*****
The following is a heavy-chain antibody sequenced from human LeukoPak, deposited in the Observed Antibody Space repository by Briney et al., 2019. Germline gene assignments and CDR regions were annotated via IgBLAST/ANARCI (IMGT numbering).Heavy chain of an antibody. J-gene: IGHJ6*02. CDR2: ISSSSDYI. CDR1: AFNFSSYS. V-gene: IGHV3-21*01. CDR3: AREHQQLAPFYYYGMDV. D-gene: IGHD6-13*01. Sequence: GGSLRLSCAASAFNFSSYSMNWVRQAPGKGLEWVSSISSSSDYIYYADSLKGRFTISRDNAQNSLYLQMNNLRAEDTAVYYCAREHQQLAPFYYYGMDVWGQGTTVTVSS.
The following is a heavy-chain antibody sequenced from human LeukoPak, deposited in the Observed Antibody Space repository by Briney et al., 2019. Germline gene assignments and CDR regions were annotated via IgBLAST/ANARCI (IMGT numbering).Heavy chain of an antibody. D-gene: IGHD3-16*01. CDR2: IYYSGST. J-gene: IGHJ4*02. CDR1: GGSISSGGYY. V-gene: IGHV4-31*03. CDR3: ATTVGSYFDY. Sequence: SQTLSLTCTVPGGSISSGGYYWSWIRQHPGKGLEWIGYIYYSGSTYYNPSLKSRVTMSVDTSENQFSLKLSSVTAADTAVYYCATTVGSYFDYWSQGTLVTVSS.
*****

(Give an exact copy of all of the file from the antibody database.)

The following is a heavy-chain antibody sequenced from human LeukoPak, deposited in the Observed Antibody Space repository by Briney et al., 2019. Germline gene assignments and CDR regions were annotated via IgBLAST/ANARCI (IMGT numbering).Heavy chain of an antibody. J-gene: IGHJ6*02. CDR2: ISSSSDYI. CDR1: AFNFSSYS. V-gene: IGHV3-21*01. CDR3: AREHQQLAPFYYYGMDV. D-gene: IGHD6-13*01. Sequence: GGSLRLSCAASAFNFSSYSMNWVRQAPGKGLEWVSSISSSSDYIYYADSLKGRFTISRDNAQNSLYLQMNNLRAEDTAVYYCAREHQQLAPFYYYGMDVWGQGTTVTVSS.
The following is a heavy-chain antibody sequenced from human LeukoPak, deposited in the Observed Antibody Space repository by Briney et al., 2019. Germline gene assignments and CDR regions were annotated via IgBLAST/ANARCI (IMGT numbering).Heavy chain of an antibody. D-gene: IGHD3-16*01. CDR2: IYYSGST. J-gene: IGHJ4*02. CDR1: GGSISSGGYY. V-gene: IGHV4-31*03. CDR3: ATTVGSYFDY. Sequence: SQTLSLTCTVPGGSISSGGYYWSWIRQHPGKGLEWIGYIYYSGSTYYNPSLKSRVTMSVDTSENQFSLKLSSVTAADTAVYYCATTVGSYFDYWSQGTLVTVSS.